Published: July 5, 2016
NEW YORK CITY — “Dadaglobe Reconstructed,” on view at the Museum of Modern Art through September 18, reunites more than 100 works by 40-plus artists that were submitted to Tristan Tzara for his planned but unrealized 1921 anthology Dadaglobe.
In Paris in late 1920, Tzara, a poet and a co-founder of Dada, drew up a proposal for an ambitious anthology to document the movement’s artistic and literary production. Along with artist Francis Picabia, Tzara sent solicitation letters to 50 artists and writers in ten countries, requesting four categories of artworks — photographic self-portraits, photographs of artworks, original drawings and designs for book pages — along with prose, poetry or other verbal “inventions.” While some artists submitted existing works, many created new ones for the volume, making Dadaglobe one of the period’s most generative catalysts for the production of new Dada works. Due to financial and interpersonal difficulties, Dadaglobe was never realized, and while many of the works submitted are well-known today, their origin in this project has long been forgotten.
The result of six years of intensive archival research by Dada scholar Adrian Sudhalter that began with her examination of works in MoMA’s collection, “Dadaglobe Reconstructed” resituates iconic works of Dada in the original circumstances of their making. Tzara retained most of the contributions to Dadaglobe during his lifetime, but following his death in 1963 they were dispersed in public and private collections worldwide.
This exhibition reunites for the first time the photographs, drawings, photomontages, collages and manuscripts that were sent to Tzara through the mail for reproduction on Dadaglobe’s pages, along with related archival material. It explores how artists recognized the potential of artwork in reproduction as a new artistic field, the cross-disciplinarily of their efforts, and their creation of works in dialogue with one another despite geopolitical boundaries, and demonstrates the resonance of those ideas today.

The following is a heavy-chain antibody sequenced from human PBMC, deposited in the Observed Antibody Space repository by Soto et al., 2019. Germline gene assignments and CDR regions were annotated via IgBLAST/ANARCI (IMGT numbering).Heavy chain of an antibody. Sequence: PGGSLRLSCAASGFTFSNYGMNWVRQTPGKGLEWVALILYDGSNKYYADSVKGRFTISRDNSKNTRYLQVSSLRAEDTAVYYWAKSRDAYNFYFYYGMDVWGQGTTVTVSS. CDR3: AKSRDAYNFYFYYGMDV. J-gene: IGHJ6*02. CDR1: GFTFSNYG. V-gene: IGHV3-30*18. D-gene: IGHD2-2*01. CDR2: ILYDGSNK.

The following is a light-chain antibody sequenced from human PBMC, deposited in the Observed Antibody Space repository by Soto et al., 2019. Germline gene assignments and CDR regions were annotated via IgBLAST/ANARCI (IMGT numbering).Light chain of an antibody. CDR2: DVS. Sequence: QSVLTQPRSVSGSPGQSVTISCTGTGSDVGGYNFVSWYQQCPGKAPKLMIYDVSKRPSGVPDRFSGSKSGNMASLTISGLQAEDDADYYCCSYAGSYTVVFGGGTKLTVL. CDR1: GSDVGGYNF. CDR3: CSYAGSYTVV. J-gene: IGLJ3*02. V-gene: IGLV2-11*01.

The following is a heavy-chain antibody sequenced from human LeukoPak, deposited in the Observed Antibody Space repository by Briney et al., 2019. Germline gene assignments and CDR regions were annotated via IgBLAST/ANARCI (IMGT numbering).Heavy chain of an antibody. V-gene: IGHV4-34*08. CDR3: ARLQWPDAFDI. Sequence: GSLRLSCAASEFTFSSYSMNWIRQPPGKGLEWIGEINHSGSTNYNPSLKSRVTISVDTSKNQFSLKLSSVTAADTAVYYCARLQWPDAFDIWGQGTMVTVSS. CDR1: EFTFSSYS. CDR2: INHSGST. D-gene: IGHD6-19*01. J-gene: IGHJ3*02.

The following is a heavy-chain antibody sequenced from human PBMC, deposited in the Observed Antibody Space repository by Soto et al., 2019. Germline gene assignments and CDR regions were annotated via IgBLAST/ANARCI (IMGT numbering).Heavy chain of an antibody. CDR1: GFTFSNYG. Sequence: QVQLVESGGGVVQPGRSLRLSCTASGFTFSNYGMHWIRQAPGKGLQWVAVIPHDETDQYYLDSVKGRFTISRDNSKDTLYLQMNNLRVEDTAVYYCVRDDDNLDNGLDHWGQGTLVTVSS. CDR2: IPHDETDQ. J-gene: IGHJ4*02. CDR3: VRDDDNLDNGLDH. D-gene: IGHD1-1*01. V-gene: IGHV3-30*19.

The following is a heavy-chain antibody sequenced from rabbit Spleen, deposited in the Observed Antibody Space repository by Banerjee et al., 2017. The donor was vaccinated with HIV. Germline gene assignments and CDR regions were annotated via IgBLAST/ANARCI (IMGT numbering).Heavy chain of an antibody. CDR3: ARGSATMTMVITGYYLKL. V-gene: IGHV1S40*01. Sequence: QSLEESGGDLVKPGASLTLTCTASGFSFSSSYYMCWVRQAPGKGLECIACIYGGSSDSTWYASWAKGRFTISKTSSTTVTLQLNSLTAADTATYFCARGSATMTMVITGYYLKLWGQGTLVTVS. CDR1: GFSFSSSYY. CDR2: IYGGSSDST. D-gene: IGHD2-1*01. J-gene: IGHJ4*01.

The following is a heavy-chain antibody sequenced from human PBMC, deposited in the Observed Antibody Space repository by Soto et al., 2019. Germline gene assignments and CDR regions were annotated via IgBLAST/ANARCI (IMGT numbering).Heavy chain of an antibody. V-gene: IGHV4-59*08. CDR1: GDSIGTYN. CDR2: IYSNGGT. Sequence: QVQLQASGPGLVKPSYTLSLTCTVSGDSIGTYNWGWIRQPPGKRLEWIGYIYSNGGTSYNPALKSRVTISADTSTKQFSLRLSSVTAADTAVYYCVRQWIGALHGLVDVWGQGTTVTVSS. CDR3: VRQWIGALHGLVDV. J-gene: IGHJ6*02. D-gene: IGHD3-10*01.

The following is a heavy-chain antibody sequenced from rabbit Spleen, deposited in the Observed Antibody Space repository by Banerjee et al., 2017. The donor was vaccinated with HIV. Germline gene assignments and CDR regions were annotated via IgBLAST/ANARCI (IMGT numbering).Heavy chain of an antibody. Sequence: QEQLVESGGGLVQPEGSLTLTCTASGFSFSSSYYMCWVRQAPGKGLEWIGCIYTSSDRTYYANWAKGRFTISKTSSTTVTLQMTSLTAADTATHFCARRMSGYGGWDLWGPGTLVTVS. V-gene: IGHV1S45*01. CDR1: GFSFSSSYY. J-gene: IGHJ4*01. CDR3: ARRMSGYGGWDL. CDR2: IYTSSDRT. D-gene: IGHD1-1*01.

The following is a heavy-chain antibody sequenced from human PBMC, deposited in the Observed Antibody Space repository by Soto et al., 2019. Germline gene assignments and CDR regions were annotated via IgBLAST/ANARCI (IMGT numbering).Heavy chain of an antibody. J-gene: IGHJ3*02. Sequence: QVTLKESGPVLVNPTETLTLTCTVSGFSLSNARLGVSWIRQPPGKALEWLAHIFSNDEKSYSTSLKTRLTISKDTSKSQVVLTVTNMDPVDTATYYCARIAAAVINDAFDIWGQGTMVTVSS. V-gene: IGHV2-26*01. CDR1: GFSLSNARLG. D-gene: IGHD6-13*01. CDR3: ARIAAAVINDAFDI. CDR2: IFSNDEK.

The exhibition is organized by Kunsthaus Zürich in collaboration with MoMA, with the special participation of the Bibliothèque littéraire Jacques Doucet. It is organized at MoMA by Adrian Sudhalter, guest curator, and Samantha Friedman, assistant curator, department of drawings and prints.
The exhibition is organized according to the four categories of works requested by Tzara. Of these categories, the prompt for self-portraits proved to be particularly generative for the creation of new works. “Please send a clear photo of your head (not body),” the invitation read, “you can alter it freely, but it should retain clarity.” While some contributors submitted straightforward headshots, others took Tzara up on his challenge to “alter” one’s photo “freely,” presenting cut-and-pasted, overdrawn or otherwise manipulated portraits.
Artists posed themselves amid a range of milieus, from the intimate space of the studio to the dense stage of a cityscape, measured themselves in relation to artistic forebears, blurred traditional gender boundaries and embraced myriad alter egos. Some even defied Tzara’s call for “clarity,” radically undermining the genre of portraiture by obscuring their faces or excising them altogether. Sophie Taeuber staged a highly constructed self-portrait that was shot by Zurich studio photographer Nic Aluf. In this well-known “Photograph of Sophie Taeuber with her Dada Head,” 1920, which was submitted to Tzara, her face is half-concealed by her polychrome, turned wood sculpture “Dada Head,” 1920.
That photograph is intimately related to another she submitted in the category “photographs of artworks” — the image of her painting “Dada Head (flat),” 1920, which compressed the sculpture onto the plane of the canvas. All four of these works — the two photographs, the sculpture and the painting — are brought together in the exhibition.
The exhibition is accompanied by a catalog (Kunsthaus Zürich and Scheidegger & Spiess, $59) edited by Adrian Sudhalter, with a preface by renowned Dada scholar Michel Sanouillet.
MoMA is at 11 West 53rd Street. For general information, www.moma.org or 212-708-9431.
April 26, 2022
July 27, 2021
July 20, 2021
5 Church Hill Road / Newtown, CT 06470
Mon - Fri / 8:00 am - 5:01 pm